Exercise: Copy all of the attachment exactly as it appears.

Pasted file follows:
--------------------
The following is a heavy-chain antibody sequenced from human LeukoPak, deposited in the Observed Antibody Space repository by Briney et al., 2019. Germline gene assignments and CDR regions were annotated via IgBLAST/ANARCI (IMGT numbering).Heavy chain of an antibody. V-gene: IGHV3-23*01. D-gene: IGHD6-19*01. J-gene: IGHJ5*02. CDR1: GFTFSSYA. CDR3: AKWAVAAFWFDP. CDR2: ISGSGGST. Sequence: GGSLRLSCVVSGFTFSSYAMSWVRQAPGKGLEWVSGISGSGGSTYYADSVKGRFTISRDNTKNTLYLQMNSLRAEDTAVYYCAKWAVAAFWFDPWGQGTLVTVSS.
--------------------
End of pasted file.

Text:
The following is a heavy-chain antibody sequenced from human LeukoPak, deposited in the Observed Antibody Space repository by Briney et al., 2019. Germline gene assignments and CDR regions were annotated via IgBLAST/ANARCI (IMGT numbering).Heavy chain of an antibody. V-gene: IGHV3-23*01. D-gene: IGHD6-19*01. J-gene: IGHJ5*02. CDR1: GFTFSSYA. CDR3: AKWAVAAFWFDP. CDR2: ISGSGGST. Sequence: GGSLRLSCVVSGFTFSSYAMSWVRQAPGKGLEWVSGISGSGGSTYYADSVKGRFTISRDNTKNTLYLQMNSLRAEDTAVYYCAKWAVAAFWFDPWGQGTLVTVSS.